Truth be told, there are a few LDS hymns I just can’t get behind. “The Day Dawn is Breaking” is one. “Who’s on the Lord’s Side, Who?” is another– I feel like I’m in the chorus on the H.M.S. Pinafore when we’re singing that one. When we sing “Lord, Dismiss Us With Thy Blessing,” I feel the urge to end each verse with “the old gray mare is dead.” And when we close with “God Be With You Till We Meet Again,” I think of Spence Kinard and it makes me sad. I miss Spence, over there in those everlasting hills. Actually, I very much like “God Be With You,” so let’s not count that one. There are a few hymns (most titles escape me) that remind me of college fight songs. One of them (the one I do remember) is “Carry On.” In 1995 “Carry On” was adopted by President Hinckley as the theme of his tenure as prophet. I can see that. Still, some of the verses seem to conjure winter-bundled fans perched on bleachers, waving pennants:
Holding aloft our colors,
We march in the glorious dawn.
O youth of the noble birthright,
Carry on, carry on, carry on!
Some of the best sacrament meeting entertainment can be had from watching the chorister, the organist, or their playing off of each other. The other Sunday I was visiting another ward and the hymn “God of Our Fathers, Whose Almighty Hand” (I enjoy that one) commenced. The organist started with the eight pompous notes normally and we sang the first verse. But when the organist tried to play the eight notes at the top of the second verse, the chorister was already barreling through, leading in the lyrics. The organist stumbled to catch up and shot a daggered glare at her. The chorister comically craned her head back, wondering why the organist was having problems. By the third verse, the organist surrendered to the chorister. That was disappointing; those eight notes really make the hymn.
When I was a non-Mormon teen in Utah, a member friend invited me to her house for a youth activity, a viewing of the filmstrip, “Worthy Music, Worthy Thoughts,” narrated by Boyd K. Packer. I remember at one point it showed a mangy looking, long-haired dweeb screaming rock lyrics and then compared it to an uber-reverent group of primary kids singing “O, How Lovely Was the Morning”. I looked over at my friend as if to say, Are you serious?? As if those were my two choices, and my evil rock music jones could be exorcised in the twinkling of an eye with “I’ll Build You a Rainbow.” Not that this has anything to do with church hymns.
About 15 years ago, a book briefly became popular in Mormon culture, entitled “Music & the Broken Word”. It was a light novelty book that was supposed to resemble our hymnal. Inside were popular LDS hymns with the lyrics changed to be funny– most were not (this actually touches on another cultural phenomenon I’ll talk about another time– merchandising the Church). A few songs did have moments, though:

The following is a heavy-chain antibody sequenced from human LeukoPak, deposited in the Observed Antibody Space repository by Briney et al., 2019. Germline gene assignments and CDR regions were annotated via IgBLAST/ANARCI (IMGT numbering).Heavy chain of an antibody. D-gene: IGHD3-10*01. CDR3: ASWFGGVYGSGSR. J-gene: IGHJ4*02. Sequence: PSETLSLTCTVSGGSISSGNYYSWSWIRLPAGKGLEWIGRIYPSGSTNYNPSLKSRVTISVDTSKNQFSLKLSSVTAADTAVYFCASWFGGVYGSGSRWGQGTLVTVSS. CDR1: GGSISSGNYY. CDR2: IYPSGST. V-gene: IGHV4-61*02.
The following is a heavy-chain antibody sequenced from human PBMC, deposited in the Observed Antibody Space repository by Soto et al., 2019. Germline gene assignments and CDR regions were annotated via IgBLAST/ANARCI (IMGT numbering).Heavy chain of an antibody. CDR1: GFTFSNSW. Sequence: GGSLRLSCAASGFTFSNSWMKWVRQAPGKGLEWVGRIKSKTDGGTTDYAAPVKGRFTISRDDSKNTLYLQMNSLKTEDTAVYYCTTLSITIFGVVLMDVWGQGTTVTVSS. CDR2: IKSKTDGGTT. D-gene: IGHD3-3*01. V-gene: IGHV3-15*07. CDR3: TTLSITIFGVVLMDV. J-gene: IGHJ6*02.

Book of Mormon stories that my teacher tells to me; All about the Lamanites, but not of George P. Lee.
While singing one of my less-favorite hymns, I might change the words here and there to entertain myself. Yes. my wife volleys withering looks at me, but I just can’t help myself. It’s my way of dealing with singing the hymn at all. Now, I acknowledge those who are sensitive to this. They might even quote me D&C 25:12, “For my soul delighteth in the song of the heart; yea, the song of the righteous is a prayer unto me, and it shall be answered with a blessing upon their heads.” But understand, this song is not a prayer of my heart; it’s a selection someone else chose that I get to slog through. There is a prayer in my heart, it’ll just have to wait and manifest itself some other way.
A counselor in my ward’s bishopric, degreed in music, has his own pet peeve regarding our hymns– they’re being played at half-speed. For years I thought it was me (and that telestial rock music influence of mine), that I wanted to pick up the pace on the singing. But no, it’s true, the songs are dragging– at least in our congregation. Unfortunately, this is one of those cases where you just deal. You can’t exactly take the bishop aside and say, “Can we have the hymns played at normal speed?” and expect the ball to begin rolling.
I recognize the importance of keeping an official, sanctioned collection of hymns, but it’d be nice if we could borrow more from other faiths. Some good Old Time Religion songs, the kind they had on “O Brother, Where Art Thou?”, like “Down in the River to Pray,” or a couple of the AME church hymns.
I love our hymns, I do. I just think it’s time to…retire a few.